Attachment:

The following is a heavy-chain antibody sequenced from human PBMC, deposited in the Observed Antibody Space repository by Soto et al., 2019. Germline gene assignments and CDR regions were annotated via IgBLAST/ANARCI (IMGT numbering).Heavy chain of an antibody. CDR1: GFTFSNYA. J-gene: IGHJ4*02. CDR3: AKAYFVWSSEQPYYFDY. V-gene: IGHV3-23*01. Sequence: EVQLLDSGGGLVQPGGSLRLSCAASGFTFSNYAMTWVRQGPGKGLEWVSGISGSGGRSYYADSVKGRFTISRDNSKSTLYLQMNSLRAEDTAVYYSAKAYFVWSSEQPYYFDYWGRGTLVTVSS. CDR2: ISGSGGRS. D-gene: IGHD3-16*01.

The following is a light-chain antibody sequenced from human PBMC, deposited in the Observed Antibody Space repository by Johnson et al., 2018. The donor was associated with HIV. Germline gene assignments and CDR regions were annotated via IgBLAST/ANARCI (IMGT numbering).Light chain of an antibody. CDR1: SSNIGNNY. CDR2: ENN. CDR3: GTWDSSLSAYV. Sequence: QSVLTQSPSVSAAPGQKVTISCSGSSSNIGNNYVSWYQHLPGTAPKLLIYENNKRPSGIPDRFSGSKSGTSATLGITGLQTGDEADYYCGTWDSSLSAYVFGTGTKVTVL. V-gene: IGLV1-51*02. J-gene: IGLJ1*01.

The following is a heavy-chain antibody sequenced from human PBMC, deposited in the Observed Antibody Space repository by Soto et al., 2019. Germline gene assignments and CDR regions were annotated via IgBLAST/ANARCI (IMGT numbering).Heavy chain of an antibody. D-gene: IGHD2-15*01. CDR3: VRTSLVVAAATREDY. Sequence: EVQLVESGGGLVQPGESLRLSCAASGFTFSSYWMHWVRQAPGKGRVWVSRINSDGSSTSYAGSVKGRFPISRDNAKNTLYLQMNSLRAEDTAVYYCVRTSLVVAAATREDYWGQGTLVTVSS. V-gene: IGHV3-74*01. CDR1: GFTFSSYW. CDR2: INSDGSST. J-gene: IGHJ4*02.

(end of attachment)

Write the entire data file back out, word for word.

The following is a heavy-chain antibody sequenced from human PBMC, deposited in the Observed Antibody Space repository by Soto et al., 2019. Germline gene assignments and CDR regions were annotated via IgBLAST/ANARCI (IMGT numbering).Heavy chain of an antibody. CDR1: GFTFSNYA. J-gene: IGHJ4*02. CDR3: AKAYFVWSSEQPYYFDY. V-gene: IGHV3-23*01. Sequence: EVQLLDSGGGLVQPGGSLRLSCAASGFTFSNYAMTWVRQGPGKGLEWVSGISGSGGRSYYADSVKGRFTISRDNSKSTLYLQMNSLRAEDTAVYYSAKAYFVWSSEQPYYFDYWGRGTLVTVSS. CDR2: ISGSGGRS. D-gene: IGHD3-16*01.

The following is a light-chain antibody sequenced from human PBMC, deposited in the Observed Antibody Space repository by Johnson et al., 2018. The donor was associated with HIV. Germline gene assignments and CDR regions were annotated via IgBLAST/ANARCI (IMGT numbering).Light chain of an antibody. CDR1: SSNIGNNY. CDR2: ENN. CDR3: GTWDSSLSAYV. Sequence: QSVLTQSPSVSAAPGQKVTISCSGSSSNIGNNYVSWYQHLPGTAPKLLIYENNKRPSGIPDRFSGSKSGTSATLGITGLQTGDEADYYCGTWDSSLSAYVFGTGTKVTVL. V-gene: IGLV1-51*02. J-gene: IGLJ1*01.

The following is a heavy-chain antibody sequenced from human PBMC, deposited in the Observed Antibody Space repository by Soto et al., 2019. Germline gene assignments and CDR regions were annotated via IgBLAST/ANARCI (IMGT numbering).Heavy chain of an antibody. D-gene: IGHD2-15*01. CDR3: VRTSLVVAAATREDY. Sequence: EVQLVESGGGLVQPGESLRLSCAASGFTFSSYWMHWVRQAPGKGRVWVSRINSDGSSTSYAGSVKGRFPISRDNAKNTLYLQMNSLRAEDTAVYYCVRTSLVVAAATREDYWGQGTLVTVSS. V-gene: IGHV3-74*01. CDR1: GFTFSSYW. CDR2: INSDGSST. J-gene: IGHJ4*02.